The Free Press, Mankato, MN

February 24, 2013

Mankato gun show attendance goosed by fear of new restrictions

By Robb Murray
Free Press Staff Writer

MANKATO — You’d have been hard-pressed to find a busier place Saturday and Sunday than the Mankato Gun and Knife Show.

Gun show coordinator Jim Wright wouldn’t disclose how many people came through the doors, but there were easily more than 1,000 people Sunday. And on Saturday …

“You should have been here yesterday,” one dealer said. “You could barely move in here.”

“In here” was the Mankato National Guard Armory. And it was the sight of a gun show that has been hitting Mankato for several years.

This gun show was different, though.

“I think people are really worried,” said Tony Cornish, local gun lover and, as a state representative, one of the most-often quoted pro-gun advocates.

Gun shows around the nation like this one, hosted by Crocodile Productions out of the Twin Cities, are seeing big attendance numbers since the Sandy Hook Elementary School shooting in December, in which Adam Lanza shot 26 people, including 20 children, before taking his own life.

In the aftermath, many have called for tighter restrictions on gun sales, including President Obama, who has made it a priority of his second term to tighten gun laws.

That’s what has prompted big gun show attendance. People are worried about new gun laws that will make it hard to purchase certain guns, such as the kind of weaponry used by Lanza. In Minnesota, it is unlikely this session that bans on assault-style weapons or large-capacity magazines will be passed. And it’s too soon to tell where any federal legislation might go.

That kind of uncertainty, though, was enough to get people out for the gun show, including Bruce Francis of Owatonna.

“I’m scared too,” he said.

He sees the potential for a couple of new restrictions to turn into something else.

“I think it’s just a stepping stone,” he said.

To what?

“To taking our guns away,” he said.

Gun dealer Steve Shane of Fairmont was luring curious eyes to his table with a $3,000 sport rifle decked out in red lights.

“It’s our Christmas special,” he joked.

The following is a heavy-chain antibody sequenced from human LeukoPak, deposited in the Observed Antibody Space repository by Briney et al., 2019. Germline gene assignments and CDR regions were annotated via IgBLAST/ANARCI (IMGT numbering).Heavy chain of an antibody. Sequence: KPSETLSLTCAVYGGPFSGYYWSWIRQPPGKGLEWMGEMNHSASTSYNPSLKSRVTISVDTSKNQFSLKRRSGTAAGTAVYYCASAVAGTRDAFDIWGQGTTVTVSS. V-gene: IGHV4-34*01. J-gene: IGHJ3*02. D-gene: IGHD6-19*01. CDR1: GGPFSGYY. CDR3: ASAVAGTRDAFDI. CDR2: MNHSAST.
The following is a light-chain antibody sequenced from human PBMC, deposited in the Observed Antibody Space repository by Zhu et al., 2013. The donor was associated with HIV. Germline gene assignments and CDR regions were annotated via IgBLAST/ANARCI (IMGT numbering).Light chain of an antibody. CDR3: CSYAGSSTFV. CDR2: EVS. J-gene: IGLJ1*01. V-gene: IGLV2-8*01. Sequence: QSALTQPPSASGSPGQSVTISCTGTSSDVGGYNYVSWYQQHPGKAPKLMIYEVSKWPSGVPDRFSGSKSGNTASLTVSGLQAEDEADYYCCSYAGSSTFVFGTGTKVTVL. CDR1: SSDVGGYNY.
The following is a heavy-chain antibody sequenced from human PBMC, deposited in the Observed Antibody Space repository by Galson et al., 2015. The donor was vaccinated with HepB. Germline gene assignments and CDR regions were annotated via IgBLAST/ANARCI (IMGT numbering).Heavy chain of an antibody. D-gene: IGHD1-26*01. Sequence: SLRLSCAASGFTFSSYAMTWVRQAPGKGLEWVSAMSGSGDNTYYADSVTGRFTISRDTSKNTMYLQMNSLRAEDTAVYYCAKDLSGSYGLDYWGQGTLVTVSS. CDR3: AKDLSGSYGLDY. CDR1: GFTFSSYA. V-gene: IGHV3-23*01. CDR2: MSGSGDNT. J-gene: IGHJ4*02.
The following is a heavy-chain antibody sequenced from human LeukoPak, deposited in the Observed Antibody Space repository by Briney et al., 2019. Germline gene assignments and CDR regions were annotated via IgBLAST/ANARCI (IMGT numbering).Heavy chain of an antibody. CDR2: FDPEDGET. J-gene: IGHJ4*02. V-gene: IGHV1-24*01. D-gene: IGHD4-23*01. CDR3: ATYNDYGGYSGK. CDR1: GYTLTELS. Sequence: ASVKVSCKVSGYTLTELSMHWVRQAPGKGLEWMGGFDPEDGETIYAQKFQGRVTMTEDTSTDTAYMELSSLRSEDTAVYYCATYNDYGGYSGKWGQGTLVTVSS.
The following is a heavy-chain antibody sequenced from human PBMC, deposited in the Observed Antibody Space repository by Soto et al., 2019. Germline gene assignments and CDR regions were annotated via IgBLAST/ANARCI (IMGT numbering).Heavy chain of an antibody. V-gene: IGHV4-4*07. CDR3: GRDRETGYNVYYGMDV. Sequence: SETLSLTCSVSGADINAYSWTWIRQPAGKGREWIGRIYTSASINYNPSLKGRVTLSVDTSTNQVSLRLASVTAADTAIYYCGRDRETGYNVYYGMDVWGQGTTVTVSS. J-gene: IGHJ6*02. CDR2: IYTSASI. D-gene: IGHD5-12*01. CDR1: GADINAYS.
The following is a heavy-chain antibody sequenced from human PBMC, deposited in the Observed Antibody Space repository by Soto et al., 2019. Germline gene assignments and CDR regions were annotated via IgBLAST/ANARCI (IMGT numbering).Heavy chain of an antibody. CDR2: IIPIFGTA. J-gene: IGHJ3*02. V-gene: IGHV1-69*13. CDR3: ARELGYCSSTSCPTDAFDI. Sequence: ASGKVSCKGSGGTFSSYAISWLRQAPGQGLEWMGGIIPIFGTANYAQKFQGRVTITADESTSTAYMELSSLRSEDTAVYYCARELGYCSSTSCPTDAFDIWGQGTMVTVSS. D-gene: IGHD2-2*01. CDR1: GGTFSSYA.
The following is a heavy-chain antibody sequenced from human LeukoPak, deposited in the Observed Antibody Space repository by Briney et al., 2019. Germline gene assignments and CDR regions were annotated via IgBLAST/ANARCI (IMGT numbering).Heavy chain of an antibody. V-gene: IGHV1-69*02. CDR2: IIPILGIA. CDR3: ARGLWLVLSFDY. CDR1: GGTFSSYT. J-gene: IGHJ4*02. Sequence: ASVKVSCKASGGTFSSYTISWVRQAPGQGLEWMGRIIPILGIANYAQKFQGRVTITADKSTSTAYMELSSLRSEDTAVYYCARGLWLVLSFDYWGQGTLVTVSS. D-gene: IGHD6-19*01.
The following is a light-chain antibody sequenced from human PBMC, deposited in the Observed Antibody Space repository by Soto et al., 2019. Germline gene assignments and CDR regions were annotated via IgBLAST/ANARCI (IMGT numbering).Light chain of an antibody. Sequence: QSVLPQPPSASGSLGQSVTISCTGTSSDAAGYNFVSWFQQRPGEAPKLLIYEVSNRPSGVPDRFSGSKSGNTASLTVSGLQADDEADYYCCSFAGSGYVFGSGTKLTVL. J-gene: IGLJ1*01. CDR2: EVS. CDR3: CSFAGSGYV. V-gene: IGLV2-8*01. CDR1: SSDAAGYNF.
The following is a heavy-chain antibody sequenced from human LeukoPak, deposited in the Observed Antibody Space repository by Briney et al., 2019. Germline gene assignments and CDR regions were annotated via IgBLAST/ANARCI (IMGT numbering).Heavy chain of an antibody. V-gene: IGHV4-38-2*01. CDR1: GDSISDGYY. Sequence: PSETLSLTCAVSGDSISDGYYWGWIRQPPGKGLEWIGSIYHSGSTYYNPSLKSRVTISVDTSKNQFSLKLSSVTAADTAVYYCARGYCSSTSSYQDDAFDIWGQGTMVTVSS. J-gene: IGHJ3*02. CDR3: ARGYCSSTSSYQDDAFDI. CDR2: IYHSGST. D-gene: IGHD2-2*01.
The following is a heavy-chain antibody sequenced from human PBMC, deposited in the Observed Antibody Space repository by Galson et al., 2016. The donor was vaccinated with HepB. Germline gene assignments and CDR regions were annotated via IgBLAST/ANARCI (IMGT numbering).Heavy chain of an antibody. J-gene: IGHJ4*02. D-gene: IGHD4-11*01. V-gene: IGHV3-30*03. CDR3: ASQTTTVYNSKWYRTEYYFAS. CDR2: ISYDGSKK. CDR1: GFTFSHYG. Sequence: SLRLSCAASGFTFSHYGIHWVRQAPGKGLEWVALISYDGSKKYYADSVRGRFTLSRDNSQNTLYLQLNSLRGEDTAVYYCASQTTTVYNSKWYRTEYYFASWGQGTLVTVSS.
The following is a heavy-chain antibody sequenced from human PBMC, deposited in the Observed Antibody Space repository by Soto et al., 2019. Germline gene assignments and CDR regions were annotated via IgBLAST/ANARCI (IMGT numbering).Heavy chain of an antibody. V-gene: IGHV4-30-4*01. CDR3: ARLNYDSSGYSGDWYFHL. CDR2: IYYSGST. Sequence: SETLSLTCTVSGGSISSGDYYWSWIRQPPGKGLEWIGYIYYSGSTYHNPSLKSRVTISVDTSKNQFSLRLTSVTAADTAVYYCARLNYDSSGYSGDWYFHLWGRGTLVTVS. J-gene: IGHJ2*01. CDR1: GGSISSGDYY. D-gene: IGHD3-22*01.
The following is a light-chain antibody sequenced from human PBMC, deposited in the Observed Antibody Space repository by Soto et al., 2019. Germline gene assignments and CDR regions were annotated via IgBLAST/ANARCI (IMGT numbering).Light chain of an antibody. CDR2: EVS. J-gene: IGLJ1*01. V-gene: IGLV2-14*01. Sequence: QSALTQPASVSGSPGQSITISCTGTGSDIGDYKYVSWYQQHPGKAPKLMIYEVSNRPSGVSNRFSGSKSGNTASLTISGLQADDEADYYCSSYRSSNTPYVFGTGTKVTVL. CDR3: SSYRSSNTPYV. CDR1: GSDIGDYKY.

He said he has no problem with the proposal to standardize background checks for everyone selling guns at a gun show. Currently, only licensed dealers require identification and perform background checks, collectors who choose to sell at gun shows do not.

“The background checks are fine,” he said. “It’s going that way anyway. I think the dealers would just as soon see it that way anyway. It levels the playing field.”

He doesn’t think, however, that it would make any difference in crime.

“History has proven that criminals aren’t going through background checks anyway,” he said.

Ed Pohl, in a National Rifle Association hat and selling old-school military knives, handguns, army helmets, etc., said figuring out why the gun show is crowded is simple.

“As soon as you have your government coming after the 2nd Amendment,” Pohl, a former school administrator in Red Wing, said, “you’re going to have people saying ‘Hey!’”

The NRA has in the last few weeks outlined its objections to the idea of so-called universal background checks.

On the issue of background checks, NRA Executive Director Chris W. Cox says: “While the term ‘universal background checks’ may sound reasonable on its face, the details of what such a system would entail reveal something quite different.”

He goes on to write that such a system would riddle simple gun exchanges among law-abiding family with unnecessary regulations.

“It would criminalize all private firearms transfers,” he said.

Plus, his letter says, the current system makes even the best background checks somewhat sketchy. The databases used for those checks rely on states submitting data to the national database, and some states simply don’t do it.

Cornish says part of the reason so many gun owners and gun enthusiasts are worried is because they simply don’t trust the politicians who want to regulate it.

He said he was in the Capitol building in 1975 for hearings on legislation that would ultimately be the basis for the most of the gun laws on the books in Minnesota now.

“DFLers said, ‘You’re paranoid and delusional. We’ll never come after your long guns,’” Cornish said.

When asked if a packed house at a gun show — full of people who are there admittedly because they’re worried about having their guns taken away -— could also be considered paranoid, Cornish disagreed.

“I don’t think so,” he said. “As I’ve been talking to people in the area, I’m getting a lot of support for the things I’m talking about. I was at the Mapleton Muni last night and a guy wanted to buy me a drink.”

Wright said it’s ironic that legislators who want to tighten gun laws have never come to one of his shows. He says that, for 25 years, he’s held two shows annually within spitting distance of the Capitol, yet he has never seen them come through.

But while lawmakers may not be adding to his attendance numbers, Wright says business, at $5 a head, has been booming.

“That says to me they want to pass laws they don’t know anything about,” he said.

He says he wants people to know about the fundraising he does for veterans. They take up a collection at the door and use the money to purchase grocery store gift cards for struggling veterans.

To date, they’ve purchased $95,000 in gift cards.

“All that money comes from these evil people at gun shows,” Wright said.